My following book review appears in the Sydney Morning Herald/Melbourne Age today:
Addicted? How Addiction Affects Every One of Us and What We Can Do About It
Matt Noffs and Kieran Palmer
When the Australian Greens recently called for the legalisation and regulation of cannabis, following moves in countless US states, Uruguay and Canada, the response from the federal government was immediate. Health Minister Greg Hunt dismissed the idea as “dangerous” and argued marijuana was a “gateway drug” to harder substances such as ice and heroin.
The evidence for Hunt’s theory is highly contested, with countless, reputable studies showing that poverty and troubled social environment have far more influence on a person’s drug intake than partaking in cannabis.
Hunt’s intervention followed a predictable route by opponents of serious drug reform (though he’s pushing for Australia to become a global leader in medical marijuana). As similar debates have taken place across the world – from opponents of Portugal’s successful decriminalisation of all drugs in 2001 to critics of heroin-assisted treatment in Switzerland – many sensible ideas are shunned by prohibition advocates to maintain a law and order response to illicit substances. Decades of these policies have singularly failed to stem drug taking; the Global Drug Survey consistently finds that Australians are some of the highest users per capita of illegal drugs.
These are just some of the concerns eloquently expressed in this important book by two workers on the frontlines of the drug debate. Matt Noffs and Kieran Palmer work for the Noffs Foundation in Sydney, an organisation founded in 1970 by Reverend Ted Noffs and his wife Margaret. It’s dedicated to assisting young people with drug and alcohol problems.
The message of Addicted? is largely about challenging the dangerous myths around drug use and advocating a more sensible approach: “The causes of addiction are generalised: living in a rough area, being of lower-than-average intelligence, being of low socio-economic status, belonging to a particular culture, even having a certain skin colour. The inner qualities of addicts are also overgeneralised: they have no self-control, no willpower, no ambition, or have simply given up on life…Rarely, if ever, is substance dependence viewed as a health issue, affliction of the mind and body, perpetuated by poor or risky health-related behaviour.”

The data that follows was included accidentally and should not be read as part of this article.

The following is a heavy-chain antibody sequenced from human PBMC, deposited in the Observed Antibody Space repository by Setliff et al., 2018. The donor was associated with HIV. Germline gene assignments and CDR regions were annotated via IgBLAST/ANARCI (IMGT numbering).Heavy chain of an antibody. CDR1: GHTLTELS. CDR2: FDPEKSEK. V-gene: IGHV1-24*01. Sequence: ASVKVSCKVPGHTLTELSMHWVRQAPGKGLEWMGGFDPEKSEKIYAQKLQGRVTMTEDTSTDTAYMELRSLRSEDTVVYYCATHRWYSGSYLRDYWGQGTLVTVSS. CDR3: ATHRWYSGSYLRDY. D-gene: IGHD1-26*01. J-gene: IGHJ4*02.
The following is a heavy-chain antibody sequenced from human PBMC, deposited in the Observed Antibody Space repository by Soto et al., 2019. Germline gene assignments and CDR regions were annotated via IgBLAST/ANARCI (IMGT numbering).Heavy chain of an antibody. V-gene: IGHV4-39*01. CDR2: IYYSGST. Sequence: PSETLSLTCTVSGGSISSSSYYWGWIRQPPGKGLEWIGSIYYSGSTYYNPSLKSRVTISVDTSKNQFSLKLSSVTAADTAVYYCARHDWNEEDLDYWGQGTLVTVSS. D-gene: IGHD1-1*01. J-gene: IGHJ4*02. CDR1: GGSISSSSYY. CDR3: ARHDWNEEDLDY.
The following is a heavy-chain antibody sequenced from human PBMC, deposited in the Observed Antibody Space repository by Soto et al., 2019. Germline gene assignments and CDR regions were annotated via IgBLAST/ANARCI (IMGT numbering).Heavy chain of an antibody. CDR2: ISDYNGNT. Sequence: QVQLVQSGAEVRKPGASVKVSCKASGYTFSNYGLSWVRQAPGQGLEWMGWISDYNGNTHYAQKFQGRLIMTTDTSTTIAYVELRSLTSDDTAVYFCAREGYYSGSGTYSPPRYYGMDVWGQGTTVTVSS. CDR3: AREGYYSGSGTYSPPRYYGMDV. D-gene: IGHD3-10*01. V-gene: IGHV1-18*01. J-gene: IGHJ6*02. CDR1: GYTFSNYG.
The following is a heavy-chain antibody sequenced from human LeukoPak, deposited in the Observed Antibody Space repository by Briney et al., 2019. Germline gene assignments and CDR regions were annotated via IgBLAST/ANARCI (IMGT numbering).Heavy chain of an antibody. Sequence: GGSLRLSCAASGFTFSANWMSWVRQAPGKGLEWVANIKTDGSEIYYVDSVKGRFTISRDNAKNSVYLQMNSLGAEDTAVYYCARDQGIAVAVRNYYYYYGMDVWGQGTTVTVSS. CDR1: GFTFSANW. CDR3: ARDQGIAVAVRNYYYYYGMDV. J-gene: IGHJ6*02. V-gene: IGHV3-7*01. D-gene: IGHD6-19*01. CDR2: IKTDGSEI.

Noffs and Palmer successfully demolish the stereotypes around drugs, explaining how most people taking illegal substances aren’t addicted to them. With justified irony, they rightly ask whether the Western addiction to smartphones, devices used far more extensively than any illicit drug and undeniably causing negative impacts on societal relations, should be curtailed with a “Just Say No” public messaging campaign akin to what is still used against drugs?
“Regulation is the word here,” they write. “Some of the studies of smartphone addiction show that parents can take control of their children’s use and manage the potential problems that arise.” Banning smartphones is never seriously suggested as a solution and yet that’s what many nations believe should happen to drugs despite fewer people being affected.
Addicted? takes aim at the media’s coverage of drugs and asks why most stories we see rarely hear from users themselves. They’re often demeaned, judged and discarded as a lost cause, smeared as people who don’t deserve a second chance. Think of how often the commercial networks and ABC feature drug-bust stories; journalists are spoon-fed images and startling facts by police with little context or history. Because this isn’t a dry policy book, though it has strong suggestions for governments to treat all citizens with respect regardless of what they ingest, Noffs and Palmer offer the personal stories of resilience and success against addiction that the corporate press usually avoids.
Reminiscent in parts of Johann Hari’s Lost Connections, a powerful rebuke to the excessive prescribing of anti-depressants, Addicted? offers clear and proven ideas to enrich lives touched by trouble (though they’re equally relevant for everybody). “While addiction can be harmful and suck away our spirit, it need not be an eternal shackle,” they conclude. “It is a part of our biology and our being, but its destructiveness can be minimised and managed.”
In a book filled with generosity and insights, it’s heartening to feel compassion directed at the most marginalised and invisible members of society. Noffs and Palmer live this philosophy and in a just world they would be tasked to redesign Australia’s decrepit drug laws.
Antony Loewenstein’s book on the global drug war will be published next year.